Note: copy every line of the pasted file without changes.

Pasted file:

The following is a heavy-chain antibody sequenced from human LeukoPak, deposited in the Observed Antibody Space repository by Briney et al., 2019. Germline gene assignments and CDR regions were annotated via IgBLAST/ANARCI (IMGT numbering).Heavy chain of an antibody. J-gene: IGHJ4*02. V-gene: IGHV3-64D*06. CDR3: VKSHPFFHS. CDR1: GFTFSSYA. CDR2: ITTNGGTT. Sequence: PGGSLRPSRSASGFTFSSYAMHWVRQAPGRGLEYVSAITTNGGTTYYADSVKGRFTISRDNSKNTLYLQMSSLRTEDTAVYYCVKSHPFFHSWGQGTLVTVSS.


The following is a heavy-chain antibody sequenced from human LeukoPak, deposited in the Observed Antibody Space repository by Briney et al., 2019. Germline gene assignments and CDR regions were annotated via IgBLAST/ANARCI (IMGT numbering).Heavy chain of an antibody. J-gene: IGHJ4*02. V-gene: IGHV3-64D*06. CDR3: VKSHPFFHS. CDR1: GFTFSSYA. CDR2: ITTNGGTT. Sequence: PGGSLRPSRSASGFTFSSYAMHWVRQAPGRGLEYVSAITTNGGTTYYADSVKGRFTISRDNSKNTLYLQMSSLRTEDTAVYYCVKSHPFFHSWGQGTLVTVSS.